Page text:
“I met an ancient creature, with centuries of knowledge. It told me about other worlds that were destroyed by ancient, god-like beings.”
–Xenia, after Nomad’s Elegy


In order to form a coherent argument in front of the elder gods, we’ll surely need more to go on. We’ll need to understand the nature of the afterlife, the nature of the mortal soul itself. The knowledge we require, should it truly transcend even the knowledge of the elder gods, necessarily goes beyond the working knowledge of Icthlarin and Death, though they may be of immediate help. We must delve deeper.

Firstly, we may want to know a little about the pre-history of the afterlife, as strange as the phrase may seem. Our access to the elder gods themselves is… limited at best. The brief conversations we’ve had with their mouthpieces don’t show much promise. The TokHaar have little concept of death themselves. Though the bookcase translated by TzHaar-Ga’al-Kot suggests the TokHaar have only experience with this cycle, we don’t know for certain. Perhaps they know a little of the previous cycle.

This leaves us with three avenues to explore, though each is undesirable to say the least: the Abyss, Freneskae, and the dragonkin. Xenia speaks of a prehistoric being in the Abyss that guided her actions during Heart of Stone. Perhaps this, or some other secrets hidden there, may be of some use to us in learning about previous cycles. Zaros describes the Abyss as lying at the bottom of the universe; essentially, it the trash heap of creation. It’s reasonable to suspect, since imperfect worlds are discarded to the Abyss, the afterlives would follow them, if the elder gods have control over such a thing. One way or another, we would surely be learning something of prehistory by exploring the Abyss (whatever there is to explore).

23-Dec-2016 06:53:39 - Last edited on 24-Dec-2016 04:29:28 by Duke Fishron

Duke Fishron
Nov Member 2019

Duke Fishron

Posts: 646Steel Posts by user Forum Profile RuneMetrics Profile
Freneskae is the only remaining world from the previous cycle. Though it remains a violent scar of its former self thanks to losing all of its Anima, there may yet be traces remaining of the planet’s past. Any knowledge we might gain from Freneskae would precede even Zaros and Seren, so we’d have to forge ahead on our own to discover any secrets hidden by the storms and volcanos.

Compared to Freneskae and the Abyss, the dragonkin are actually a fairly straightforward way to learn about the previous iteration of the universe. After all, these are living, primary sources! Unfortunately, the dragonkin have not been the friendliest of creatures to us in the past. With their curse seemingly broken, it’s unknown what exactly they’ll be up to now. Perhaps they still seek vengeance on False Users as retribution. Presumably Kerapac continues to work towards curing his race’s infertility. Saradomin is notably quite concerned about the dragonkin before and after the destruction of the Stone. As one of two or three known remaining False Users, this isn’t exactly a surprise, but perhaps he does know more than he lets on.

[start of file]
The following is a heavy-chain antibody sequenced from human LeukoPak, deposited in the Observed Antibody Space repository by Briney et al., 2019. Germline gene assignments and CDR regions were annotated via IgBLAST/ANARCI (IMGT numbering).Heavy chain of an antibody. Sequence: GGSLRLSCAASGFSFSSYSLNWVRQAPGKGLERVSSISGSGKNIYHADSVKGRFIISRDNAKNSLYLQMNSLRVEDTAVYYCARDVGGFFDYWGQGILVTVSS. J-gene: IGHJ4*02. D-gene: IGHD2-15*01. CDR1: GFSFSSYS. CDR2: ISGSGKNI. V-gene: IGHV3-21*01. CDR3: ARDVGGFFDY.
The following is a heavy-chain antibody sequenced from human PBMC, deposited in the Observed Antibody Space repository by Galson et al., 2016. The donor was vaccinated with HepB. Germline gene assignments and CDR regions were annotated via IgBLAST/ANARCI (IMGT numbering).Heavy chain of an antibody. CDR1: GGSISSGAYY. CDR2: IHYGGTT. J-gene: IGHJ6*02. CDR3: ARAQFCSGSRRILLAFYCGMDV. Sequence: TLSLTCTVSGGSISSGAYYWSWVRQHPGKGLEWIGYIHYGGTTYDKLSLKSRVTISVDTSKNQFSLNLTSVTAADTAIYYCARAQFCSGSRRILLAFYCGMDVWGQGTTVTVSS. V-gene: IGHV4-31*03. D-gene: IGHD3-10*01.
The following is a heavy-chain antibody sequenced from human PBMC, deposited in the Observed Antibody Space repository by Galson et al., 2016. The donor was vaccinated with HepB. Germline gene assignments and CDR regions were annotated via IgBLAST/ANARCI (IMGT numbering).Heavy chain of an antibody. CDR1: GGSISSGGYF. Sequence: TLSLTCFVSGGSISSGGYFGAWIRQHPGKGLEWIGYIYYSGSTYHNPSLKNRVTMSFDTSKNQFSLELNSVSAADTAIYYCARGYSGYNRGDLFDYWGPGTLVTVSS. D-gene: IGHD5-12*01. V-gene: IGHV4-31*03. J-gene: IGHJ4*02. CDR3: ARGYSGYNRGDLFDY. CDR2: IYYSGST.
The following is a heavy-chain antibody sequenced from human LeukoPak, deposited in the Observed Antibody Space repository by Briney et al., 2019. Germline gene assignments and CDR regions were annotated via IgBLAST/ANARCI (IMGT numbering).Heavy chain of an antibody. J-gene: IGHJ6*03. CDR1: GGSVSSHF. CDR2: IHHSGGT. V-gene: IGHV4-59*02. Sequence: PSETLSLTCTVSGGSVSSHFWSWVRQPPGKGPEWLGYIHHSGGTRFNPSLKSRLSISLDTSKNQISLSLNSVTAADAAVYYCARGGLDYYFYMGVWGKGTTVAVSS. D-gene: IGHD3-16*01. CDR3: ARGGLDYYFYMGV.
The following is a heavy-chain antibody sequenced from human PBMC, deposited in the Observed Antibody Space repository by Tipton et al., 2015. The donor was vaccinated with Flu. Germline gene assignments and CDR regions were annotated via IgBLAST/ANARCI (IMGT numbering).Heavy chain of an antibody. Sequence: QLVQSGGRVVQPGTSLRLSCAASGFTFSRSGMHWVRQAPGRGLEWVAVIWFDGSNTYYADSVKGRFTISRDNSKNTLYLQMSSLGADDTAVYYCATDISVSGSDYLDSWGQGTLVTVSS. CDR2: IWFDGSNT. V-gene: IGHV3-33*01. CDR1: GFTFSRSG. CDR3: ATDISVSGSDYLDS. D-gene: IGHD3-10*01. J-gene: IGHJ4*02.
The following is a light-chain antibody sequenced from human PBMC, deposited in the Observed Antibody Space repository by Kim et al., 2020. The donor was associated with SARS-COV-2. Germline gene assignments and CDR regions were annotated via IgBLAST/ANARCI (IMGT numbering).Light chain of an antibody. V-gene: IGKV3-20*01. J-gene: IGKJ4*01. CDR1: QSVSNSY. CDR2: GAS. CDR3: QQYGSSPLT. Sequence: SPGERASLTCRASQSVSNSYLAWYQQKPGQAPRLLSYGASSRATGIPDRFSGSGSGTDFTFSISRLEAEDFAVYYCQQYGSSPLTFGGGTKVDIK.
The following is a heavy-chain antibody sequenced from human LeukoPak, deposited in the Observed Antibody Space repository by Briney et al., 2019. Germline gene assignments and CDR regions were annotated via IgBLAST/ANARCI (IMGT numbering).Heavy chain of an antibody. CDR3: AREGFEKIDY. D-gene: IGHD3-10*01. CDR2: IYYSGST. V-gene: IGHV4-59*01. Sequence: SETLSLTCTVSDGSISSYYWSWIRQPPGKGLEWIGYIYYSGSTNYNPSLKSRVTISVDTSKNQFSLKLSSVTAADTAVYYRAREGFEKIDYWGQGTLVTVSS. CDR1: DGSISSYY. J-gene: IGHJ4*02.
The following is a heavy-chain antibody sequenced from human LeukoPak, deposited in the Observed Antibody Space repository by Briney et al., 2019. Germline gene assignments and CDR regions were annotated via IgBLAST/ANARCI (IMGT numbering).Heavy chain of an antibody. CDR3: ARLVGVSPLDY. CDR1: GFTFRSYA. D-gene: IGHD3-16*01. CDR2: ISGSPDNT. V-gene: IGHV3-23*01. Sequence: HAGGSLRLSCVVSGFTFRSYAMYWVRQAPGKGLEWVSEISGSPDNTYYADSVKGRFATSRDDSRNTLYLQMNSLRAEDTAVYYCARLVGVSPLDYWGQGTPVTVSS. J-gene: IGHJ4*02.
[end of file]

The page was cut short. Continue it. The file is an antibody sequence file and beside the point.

I think any path towards proving our worth to the elder gods must involve the dragonkin. The two groups of beings are too closely related, and the kin truly are our best source of knowledge on prehistory.

23-Dec-2016 06:54:03

Duke Fishron
Nov Member 2019

Duke Fishron

Posts: 646Steel Posts by user Forum Profile RuneMetrics Profile
The Quest, Part II: Discovery

“With the magisters in place, my people prospered, and entered a glorious age of enlightenment.”
–Saradomin


The second part of our journey must involve discovering more about the nature of the afterlife and of the soul. On this quest we are surely to encounter many trials, new and old, and on these we have some strong leads.

Sliske has siphoned his soul into us using the Staff of Armadyl, whose whereabouts we do not know. It’s likely, given our blackout while talking to Relomia after Sliske’s “death”, that he took over our minds long enough to hide the staff somewhere only he knows. Regardless, Sliske possesses knowledge of souls enough to perform such an act, and essentially escape the fate of the rest of his nonmortal brethren: escaping death. We can’t be sure of Sliske’s motives now – perhaps he simply wants to be able to be entertained for all eternity – but it’s safe to assume he will be important in our quest eventually. We may even require the Staff of Armadyl for its power to move souls, or we may need to purify our own soul; in these cases, a confrontation with Sliske is all but inevitable.

But don’t forget, Sliske did not attain all this knowledge on souls by himself. In Kindred Spirits, we discover his plans to make us compatible with each other so that the soul transfer can succeed. He gets this idea from a book we find, The Divine Delusion. This book presents a scientific theory of the soul, including a speculation that the strength of one’s soul comes from the breadth and depth of one’s experiences. This strongly suggests that the World Guardian, the most experienced of all mortals, is uniquely suited to the task of fully discovering the power of the soul.

23-Dec-2016 06:54:18 - Last edited on 24-Dec-2016 04:29:17 by Duke Fishron